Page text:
What are some shifts (if any) you’ve seen or experienced with regards to representation of Indigenous/ Māori voices in dance?
With the TOMO process, Atamira allowed a Māori practice to be the driver. In past projects, deadlines and outcomes were drivers. In TOMO’s process, we solely focused on the work, gave it power, and took care of it on a whole other level. For example, the show sold out so fast that lots of people didn’t get tickets. We could have done another show but, in the end, we brought in the elders and other valuable community members who had missed out to see the dress rehearsal. There was a lot of protection around the work. Even though people missed out and we could have made more money, we stayed true to what was important.
In terms of the larger world, I’m a bit of a recluse. There’s a growing interest in Māori work. Our mainstream companies are wanting to employ Māori dancers, but require more of a Māori perspective and approach. Watching movies with my children, I am annoyed at how many times Indigenous people are made out to be simple and primitive. Our ancestral knowledge is sophisticated and should be respected.
Time is different for Indigenous people. The knowledge of our ancestors is tino tawhito (ancient) and time is in relation to the natural world. The tides, the winds, the stars, the birds and animals dictated their choices. Nowadays, we try to live by one clock and one calendar, with no regard to the sun and the moon or where we are positioned on the planet. This new form of time disregards our connections to mother earth and the universe.
How does living outside a major city influence your work?
I live in a tiny house that is 2.5 meters wide by 8 meters long. There’s six of us, so we’re outside a lot. My partner and I did this on purpose. In fact, we own a normal-sized family home in Auckland but chose to live tiny to connect on many levels – with our kids, with ourselves, with our environment – to find another way of being that feels a bit more real. This lifestyle choice informs my dance in a way it didn’t when I was living in Auckland. It can be a little bit lonely, as well as a bit scary and vulnerable when I go back into the dance realm. However, that informs my process too. I quickly find what I must rely on. I have to be true to the work. That’s what I have. My work has become more process driven and I now get the dancers to create a lot of movement because I’m not dancing as much as I used to. But I’ve found this is informing my choreographic process in new and exciting ways.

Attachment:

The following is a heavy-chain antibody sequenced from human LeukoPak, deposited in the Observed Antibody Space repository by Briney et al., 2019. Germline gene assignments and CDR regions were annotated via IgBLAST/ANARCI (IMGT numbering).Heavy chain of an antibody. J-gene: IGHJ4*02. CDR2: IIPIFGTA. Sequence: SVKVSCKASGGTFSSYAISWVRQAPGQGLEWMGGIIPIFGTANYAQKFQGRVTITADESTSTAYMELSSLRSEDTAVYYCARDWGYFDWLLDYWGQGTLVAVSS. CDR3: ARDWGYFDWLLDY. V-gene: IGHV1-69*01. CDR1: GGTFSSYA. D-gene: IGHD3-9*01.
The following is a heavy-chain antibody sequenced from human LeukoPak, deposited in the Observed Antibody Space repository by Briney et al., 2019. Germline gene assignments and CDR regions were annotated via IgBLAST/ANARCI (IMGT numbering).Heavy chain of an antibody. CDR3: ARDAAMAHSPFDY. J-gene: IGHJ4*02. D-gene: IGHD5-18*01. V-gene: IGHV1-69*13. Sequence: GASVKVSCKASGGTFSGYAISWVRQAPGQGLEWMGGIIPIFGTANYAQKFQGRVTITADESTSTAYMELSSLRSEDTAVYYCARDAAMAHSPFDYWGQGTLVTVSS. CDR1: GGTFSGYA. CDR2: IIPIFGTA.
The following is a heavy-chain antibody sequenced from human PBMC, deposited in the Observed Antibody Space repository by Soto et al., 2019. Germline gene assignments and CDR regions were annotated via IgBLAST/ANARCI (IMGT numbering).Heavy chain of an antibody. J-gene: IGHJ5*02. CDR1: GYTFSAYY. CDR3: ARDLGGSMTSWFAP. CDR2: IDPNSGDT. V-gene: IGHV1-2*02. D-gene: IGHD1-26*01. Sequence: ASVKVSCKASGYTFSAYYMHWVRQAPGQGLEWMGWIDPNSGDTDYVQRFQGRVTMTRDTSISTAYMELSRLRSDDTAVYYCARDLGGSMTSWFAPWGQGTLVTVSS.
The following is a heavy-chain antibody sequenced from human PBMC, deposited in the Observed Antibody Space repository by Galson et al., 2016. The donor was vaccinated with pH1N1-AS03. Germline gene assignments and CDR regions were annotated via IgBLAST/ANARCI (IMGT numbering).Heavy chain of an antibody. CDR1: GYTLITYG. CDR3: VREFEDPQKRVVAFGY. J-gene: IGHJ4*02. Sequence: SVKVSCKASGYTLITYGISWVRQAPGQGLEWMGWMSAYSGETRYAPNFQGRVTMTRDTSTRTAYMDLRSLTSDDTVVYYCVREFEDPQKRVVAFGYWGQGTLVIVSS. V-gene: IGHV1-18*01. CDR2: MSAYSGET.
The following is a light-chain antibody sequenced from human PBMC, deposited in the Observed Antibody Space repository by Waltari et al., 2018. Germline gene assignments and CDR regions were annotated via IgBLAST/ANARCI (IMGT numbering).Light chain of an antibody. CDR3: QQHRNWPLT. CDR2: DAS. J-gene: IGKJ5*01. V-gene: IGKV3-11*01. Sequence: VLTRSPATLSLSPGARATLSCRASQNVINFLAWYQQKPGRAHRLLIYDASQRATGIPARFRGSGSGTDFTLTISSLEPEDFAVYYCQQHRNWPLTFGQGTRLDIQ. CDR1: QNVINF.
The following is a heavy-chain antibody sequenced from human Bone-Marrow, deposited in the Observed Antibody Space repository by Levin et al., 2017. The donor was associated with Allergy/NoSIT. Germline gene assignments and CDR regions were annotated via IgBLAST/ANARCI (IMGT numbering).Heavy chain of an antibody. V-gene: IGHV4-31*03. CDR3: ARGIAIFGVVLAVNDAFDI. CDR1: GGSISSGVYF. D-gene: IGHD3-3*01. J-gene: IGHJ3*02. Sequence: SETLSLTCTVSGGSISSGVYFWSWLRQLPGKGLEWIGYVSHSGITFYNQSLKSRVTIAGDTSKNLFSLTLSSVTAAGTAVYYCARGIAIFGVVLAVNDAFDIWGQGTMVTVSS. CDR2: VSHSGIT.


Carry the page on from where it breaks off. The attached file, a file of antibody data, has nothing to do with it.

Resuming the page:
I have discovered some useful task provocations where the dancers’ somatic experience generates their movement material. Once I dreamt of a sound like thunder and drumming, I turned to see hundreds of oranges bouncing down a large stairwell, and my intuition told me hundreds of tigers were coming. In rehearsal soon after, I wanted to explore this concept of tohu (signs) and dream state in my choreography. The dancers were lying inside boxes, experiencing the sounds of oranges rolling over them just like in my dream. This generated the movement I was needing almost instantly.
When I’m in a choreographic process, I stay in Auckland. That means that when I’m working, I’m wholeheartedly working. With Tomo, we staged the piece in under five weeks. There’s no way I could go home to cook dinner, do homework with the kids, clean, and prepare for the next day. It doesn’t stop until 10 p.m. at night with four kids. There’s no time for myself let alone for a creative process. So instead I go back to my accommodation away from the whanau (family). I dive into the work for five days straight and drive home for the weekends. Living in a small town works for me in this way. Thankfully, I have a supportive partner, Estevez, who is also a performing artist, so we take turns holding down the fort.
What’s your next project? What are you working/focused on now?
Atamira’s 20-year celebration is coming up and we are developing something new. The concepts I’m looking at are mauri and mana (life force and power), as well as revisiting older works, some based on our Māori stories and weaving.
Establishing a great way of working in the studio has made me question what is really happening on a spiritual level with dance. I’m looking at what we instill into a space, how we transfer it into ourselves and our movement, and how that raises our mana – the relationship between tinana (body), mauri (lifeforce), and wairua (spirit).